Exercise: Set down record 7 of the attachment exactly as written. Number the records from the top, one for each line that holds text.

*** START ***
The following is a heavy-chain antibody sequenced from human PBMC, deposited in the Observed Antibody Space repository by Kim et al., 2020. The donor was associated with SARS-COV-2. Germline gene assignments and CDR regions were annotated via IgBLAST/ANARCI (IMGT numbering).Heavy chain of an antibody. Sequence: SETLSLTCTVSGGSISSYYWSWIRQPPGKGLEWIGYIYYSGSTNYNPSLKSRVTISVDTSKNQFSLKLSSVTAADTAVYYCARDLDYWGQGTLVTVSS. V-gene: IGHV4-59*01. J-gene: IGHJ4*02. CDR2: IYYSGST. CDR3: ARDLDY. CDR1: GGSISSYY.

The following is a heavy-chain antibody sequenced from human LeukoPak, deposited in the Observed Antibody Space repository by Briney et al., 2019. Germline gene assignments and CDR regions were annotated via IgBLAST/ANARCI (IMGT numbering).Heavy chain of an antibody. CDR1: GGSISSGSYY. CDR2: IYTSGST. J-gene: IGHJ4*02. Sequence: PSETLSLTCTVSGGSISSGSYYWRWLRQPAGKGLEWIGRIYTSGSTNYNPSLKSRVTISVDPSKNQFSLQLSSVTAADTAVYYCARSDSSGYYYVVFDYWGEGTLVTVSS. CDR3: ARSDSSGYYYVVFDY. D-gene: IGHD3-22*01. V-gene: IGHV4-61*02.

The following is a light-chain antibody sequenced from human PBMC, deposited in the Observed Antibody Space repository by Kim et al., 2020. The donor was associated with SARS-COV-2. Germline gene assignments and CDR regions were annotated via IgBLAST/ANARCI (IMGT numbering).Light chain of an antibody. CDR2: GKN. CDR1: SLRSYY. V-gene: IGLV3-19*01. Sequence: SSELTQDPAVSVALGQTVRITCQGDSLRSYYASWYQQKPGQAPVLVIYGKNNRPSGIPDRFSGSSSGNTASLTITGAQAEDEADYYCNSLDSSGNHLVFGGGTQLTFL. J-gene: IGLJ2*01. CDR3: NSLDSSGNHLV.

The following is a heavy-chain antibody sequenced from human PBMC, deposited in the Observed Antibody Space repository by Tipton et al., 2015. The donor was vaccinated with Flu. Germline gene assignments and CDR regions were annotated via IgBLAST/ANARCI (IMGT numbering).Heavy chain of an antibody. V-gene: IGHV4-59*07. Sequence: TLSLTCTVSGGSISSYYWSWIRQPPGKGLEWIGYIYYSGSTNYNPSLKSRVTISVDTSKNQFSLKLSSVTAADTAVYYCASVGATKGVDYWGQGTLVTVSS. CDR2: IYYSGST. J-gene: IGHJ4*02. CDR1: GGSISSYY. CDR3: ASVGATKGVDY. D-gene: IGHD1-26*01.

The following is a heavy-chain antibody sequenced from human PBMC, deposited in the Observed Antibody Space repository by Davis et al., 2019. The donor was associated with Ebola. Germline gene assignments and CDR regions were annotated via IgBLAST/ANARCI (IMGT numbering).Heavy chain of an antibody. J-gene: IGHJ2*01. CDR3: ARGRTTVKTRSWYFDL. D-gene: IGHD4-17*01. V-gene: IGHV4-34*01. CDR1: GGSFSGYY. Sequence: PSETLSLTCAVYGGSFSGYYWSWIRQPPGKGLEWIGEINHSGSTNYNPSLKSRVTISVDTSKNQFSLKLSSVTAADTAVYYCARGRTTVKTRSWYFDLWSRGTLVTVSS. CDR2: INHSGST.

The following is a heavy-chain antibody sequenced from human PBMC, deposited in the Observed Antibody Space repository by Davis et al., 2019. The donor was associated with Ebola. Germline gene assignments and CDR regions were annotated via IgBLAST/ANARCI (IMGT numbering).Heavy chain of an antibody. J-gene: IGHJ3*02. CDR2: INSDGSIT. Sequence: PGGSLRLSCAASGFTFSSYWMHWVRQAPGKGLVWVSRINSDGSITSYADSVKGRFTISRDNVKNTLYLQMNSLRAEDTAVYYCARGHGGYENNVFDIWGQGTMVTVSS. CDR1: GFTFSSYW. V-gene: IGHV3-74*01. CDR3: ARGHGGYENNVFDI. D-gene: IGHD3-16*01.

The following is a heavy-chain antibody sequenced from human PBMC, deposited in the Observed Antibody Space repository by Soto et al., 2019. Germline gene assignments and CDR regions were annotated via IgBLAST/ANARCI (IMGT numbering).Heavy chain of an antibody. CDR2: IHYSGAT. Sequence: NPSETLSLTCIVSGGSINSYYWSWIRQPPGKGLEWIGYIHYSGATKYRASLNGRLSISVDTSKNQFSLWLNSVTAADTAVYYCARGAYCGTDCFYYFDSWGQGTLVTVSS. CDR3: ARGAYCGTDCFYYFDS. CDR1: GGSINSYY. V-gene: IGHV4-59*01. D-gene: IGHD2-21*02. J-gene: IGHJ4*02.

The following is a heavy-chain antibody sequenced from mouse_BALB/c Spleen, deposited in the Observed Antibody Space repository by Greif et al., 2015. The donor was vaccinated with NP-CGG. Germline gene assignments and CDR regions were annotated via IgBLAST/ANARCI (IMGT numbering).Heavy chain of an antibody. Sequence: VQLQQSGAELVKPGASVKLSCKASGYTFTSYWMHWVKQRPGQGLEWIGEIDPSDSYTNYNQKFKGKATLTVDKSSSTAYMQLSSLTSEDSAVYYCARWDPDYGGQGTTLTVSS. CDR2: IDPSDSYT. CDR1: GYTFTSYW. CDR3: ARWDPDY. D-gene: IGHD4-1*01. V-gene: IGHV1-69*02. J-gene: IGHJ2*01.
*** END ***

The following is a heavy-chain antibody sequenced from human PBMC, deposited in the Observed Antibody Space repository by Soto et al., 2019. Germline gene assignments and CDR regions were annotated via IgBLAST/ANARCI (IMGT numbering).Heavy chain of an antibody. CDR2: IHYSGAT. Sequence: NPSETLSLTCIVSGGSINSYYWSWIRQPPGKGLEWIGYIHYSGATKYRASLNGRLSISVDTSKNQFSLWLNSVTAADTAVYYCARGAYCGTDCFYYFDSWGQGTLVTVSS. CDR3: ARGAYCGTDCFYYFDS. CDR1: GGSINSYY. V-gene: IGHV4-59*01. D-gene: IGHD2-21*02. J-gene: IGHJ4*02.